Being a teenager is hard enough, but imagine being a child prodigy—or the sibling of a child prodigy.
On Reddit, one concerned sister sees some problems with the way her 13-year-old child prodigy brother is interpreting his interactions with girls he likes.
Perhaps because of his parents’ coddling, he sees all disinterested women as turned off by his intelligence—and not, as his sister says, his condescending personality.
“So I have a younger brother (13) who is a child prodigy. I won’t give too many details but he’s well known in the academic circles of our country and attends an institute of higher education. Naturally people are impressed with his intelligence and he’s quite popular and makes friends easily. Our parents dote on him and have never told him ‘no.’ As a result he has become very arrogant, condescending and disrespectful to people he deems below him…that’s just about everyone,” the OP said.
“Lately he’s been openly talking about a girl he’s crushing on and much to his dismay she’s quite unimpressed with him. He often complains to my parents and I about his failed attempts to befriend her. I understand why she dislikes him. On one occasion he invited her over for a school project and I overheard their interaction. He was constantly talking over her, dismissing her ideas and even calling them stupid. 99% of the time he was talking about himself and his accomplishments, being in news articles, his future plans are etc. The poor girl obviously seemed uncomfortable.”
The OP said that her brother continued to complain about how girls only like “stupid guys,” and his parents assured him that this girl was just intimidated by his accomplishments.
After hearing this, the OP just told her brother flat-out that the girl doesn’t like him because he behaves like an “obnoxious, know-it-all a**hole.”
The OP’s parents were horrified that the 17-year-old OP said this to a 13-year-old child, but the OP stands firm that her brother has to realize that his “personality is becoming a problem.”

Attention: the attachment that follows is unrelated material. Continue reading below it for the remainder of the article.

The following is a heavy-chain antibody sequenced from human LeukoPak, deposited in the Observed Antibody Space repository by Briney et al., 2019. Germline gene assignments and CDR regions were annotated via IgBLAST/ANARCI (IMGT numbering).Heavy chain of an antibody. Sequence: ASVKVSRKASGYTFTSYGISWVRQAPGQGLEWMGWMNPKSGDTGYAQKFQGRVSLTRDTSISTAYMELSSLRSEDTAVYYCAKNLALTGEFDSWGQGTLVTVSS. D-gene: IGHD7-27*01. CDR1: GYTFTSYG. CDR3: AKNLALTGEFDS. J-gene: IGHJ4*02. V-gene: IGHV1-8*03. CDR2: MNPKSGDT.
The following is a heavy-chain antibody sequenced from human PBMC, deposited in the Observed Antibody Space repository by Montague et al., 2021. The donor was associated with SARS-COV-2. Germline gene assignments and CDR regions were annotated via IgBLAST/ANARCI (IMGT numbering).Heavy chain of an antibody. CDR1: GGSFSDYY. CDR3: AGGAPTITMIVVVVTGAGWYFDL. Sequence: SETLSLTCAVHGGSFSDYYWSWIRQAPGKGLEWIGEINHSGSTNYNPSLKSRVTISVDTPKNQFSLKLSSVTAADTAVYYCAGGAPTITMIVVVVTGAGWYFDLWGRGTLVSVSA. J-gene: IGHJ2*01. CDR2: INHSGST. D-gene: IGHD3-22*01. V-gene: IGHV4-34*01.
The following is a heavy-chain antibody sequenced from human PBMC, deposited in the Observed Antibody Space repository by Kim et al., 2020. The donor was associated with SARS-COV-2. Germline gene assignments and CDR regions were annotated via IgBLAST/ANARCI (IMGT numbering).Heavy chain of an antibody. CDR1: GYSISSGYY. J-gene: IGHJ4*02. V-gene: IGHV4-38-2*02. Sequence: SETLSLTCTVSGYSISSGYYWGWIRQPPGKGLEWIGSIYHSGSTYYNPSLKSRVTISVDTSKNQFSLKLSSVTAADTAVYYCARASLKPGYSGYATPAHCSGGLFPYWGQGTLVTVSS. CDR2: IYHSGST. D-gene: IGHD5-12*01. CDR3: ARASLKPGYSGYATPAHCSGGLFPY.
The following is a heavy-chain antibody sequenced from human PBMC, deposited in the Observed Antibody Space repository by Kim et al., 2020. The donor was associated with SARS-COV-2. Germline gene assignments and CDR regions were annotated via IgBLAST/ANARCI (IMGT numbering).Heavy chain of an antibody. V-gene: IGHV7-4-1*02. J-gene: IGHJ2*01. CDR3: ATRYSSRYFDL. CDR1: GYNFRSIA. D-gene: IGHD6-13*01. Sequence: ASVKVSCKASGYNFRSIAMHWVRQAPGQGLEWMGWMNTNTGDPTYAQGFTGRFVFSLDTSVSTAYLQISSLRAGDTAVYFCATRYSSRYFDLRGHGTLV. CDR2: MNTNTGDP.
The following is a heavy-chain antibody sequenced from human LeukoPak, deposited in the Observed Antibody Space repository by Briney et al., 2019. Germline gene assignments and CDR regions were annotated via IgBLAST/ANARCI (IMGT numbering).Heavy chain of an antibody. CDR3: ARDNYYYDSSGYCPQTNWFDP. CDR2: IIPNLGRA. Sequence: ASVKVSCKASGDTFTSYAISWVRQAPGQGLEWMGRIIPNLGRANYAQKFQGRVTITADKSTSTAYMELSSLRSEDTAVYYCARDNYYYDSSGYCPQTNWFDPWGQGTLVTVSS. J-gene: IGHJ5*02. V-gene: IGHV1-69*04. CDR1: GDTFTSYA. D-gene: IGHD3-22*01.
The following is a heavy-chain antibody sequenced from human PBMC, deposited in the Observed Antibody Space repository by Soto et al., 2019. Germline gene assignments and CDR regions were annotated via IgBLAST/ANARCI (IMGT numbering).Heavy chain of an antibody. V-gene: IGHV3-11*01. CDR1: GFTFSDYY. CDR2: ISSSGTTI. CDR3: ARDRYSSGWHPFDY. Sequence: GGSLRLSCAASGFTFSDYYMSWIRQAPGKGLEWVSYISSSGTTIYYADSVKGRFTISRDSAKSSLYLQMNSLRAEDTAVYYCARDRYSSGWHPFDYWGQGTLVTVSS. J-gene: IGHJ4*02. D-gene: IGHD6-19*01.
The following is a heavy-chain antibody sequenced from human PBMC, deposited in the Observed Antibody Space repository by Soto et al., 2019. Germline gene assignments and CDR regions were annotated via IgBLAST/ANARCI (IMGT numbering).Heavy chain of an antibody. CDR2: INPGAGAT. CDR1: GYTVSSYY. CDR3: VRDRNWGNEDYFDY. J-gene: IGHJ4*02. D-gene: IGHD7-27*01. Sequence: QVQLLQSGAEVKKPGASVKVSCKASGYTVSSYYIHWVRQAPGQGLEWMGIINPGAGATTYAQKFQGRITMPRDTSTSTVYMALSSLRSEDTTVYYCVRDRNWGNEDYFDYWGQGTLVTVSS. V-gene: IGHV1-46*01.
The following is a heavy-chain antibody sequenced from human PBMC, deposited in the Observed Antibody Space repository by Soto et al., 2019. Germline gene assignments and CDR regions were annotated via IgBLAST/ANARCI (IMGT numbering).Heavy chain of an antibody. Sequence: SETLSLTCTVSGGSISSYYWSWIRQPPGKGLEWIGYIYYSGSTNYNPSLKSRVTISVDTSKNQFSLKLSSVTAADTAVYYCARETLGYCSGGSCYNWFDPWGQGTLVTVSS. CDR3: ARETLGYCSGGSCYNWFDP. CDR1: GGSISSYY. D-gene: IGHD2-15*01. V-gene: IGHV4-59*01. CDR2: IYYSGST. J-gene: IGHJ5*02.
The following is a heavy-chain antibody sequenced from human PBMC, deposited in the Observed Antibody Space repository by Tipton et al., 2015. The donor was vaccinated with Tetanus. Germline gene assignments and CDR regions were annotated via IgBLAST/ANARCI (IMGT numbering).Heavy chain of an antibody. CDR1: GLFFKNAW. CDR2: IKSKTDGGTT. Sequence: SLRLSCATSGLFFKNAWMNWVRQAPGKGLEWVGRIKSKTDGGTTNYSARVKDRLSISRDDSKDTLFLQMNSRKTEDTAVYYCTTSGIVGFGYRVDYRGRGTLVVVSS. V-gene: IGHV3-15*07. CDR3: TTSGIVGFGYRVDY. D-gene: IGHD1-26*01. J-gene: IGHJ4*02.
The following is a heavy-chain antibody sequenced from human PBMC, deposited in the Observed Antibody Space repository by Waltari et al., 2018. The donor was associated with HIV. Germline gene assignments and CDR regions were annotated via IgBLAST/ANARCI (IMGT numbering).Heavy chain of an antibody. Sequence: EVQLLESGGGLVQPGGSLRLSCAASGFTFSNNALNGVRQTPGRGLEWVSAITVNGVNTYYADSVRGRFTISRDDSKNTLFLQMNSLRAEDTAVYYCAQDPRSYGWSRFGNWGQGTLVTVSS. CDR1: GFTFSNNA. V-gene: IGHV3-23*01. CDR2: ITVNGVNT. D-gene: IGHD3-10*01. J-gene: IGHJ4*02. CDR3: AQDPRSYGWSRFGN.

What do Redditors think?
“NTA- you actually are doing him a favor for him to learn this lesson now. Your parents are setting him up for failure. Regardless of intelligence and ability, a huge part of success is also likeability and the ability to get along with others. I have seen several brilliant people get nowhere because of their complete lack of emotional intelligence,” said genericname907.
“They’re also reinforcing potentially dangerous gender stereotypes. All the chat about how ‘girls are emotional and only like stupid guys’ is a ticking time bomb – however smart, this is going to turn him into someone potentially dangerous towards women in the future,” noted magschampagne.
“He’s on the path of becoming an incel if he starts blaming the woman/ lying about rejection. NTA best he’s told like it is because if it progresses his mindset on the whole thing will get more damaging,” said ClownsInMyPants.
“The parents would do him good if they looked into the ‘Gifted Kid burnout’ phenomenon. So many smart kids are complimented so much on their ability to be naturally smart, rather than the effort they put in etc. At some point being gifted doesn’t cut it and you need actual good techniques for studying etc, which gifted kids often aren’t taught and for long long time don’t need. When their entire self worth is based on being effortlessly smart it’s so easy for that to come crashing down the second they face difficulty, and cause some extreme burnout,” advised ChairmanGonzalo.
“Your brother may be a child prodigy for now, but if he keeps behaving like this he’ll just be a very entitled and obnoxious adult. Even if he makes use of his smarts and lands a stable career, that special smart boy charm is gonna wear off and reality is going to kick his ass when he realizes that no one likes him anymore. It’s best that he take that hit now when he’s young and has time on his side to learn, rather than down the road when he’s build his whole life around being a smart asshole and has no safety net because he drove everyone away,” said TheElvenWitch777.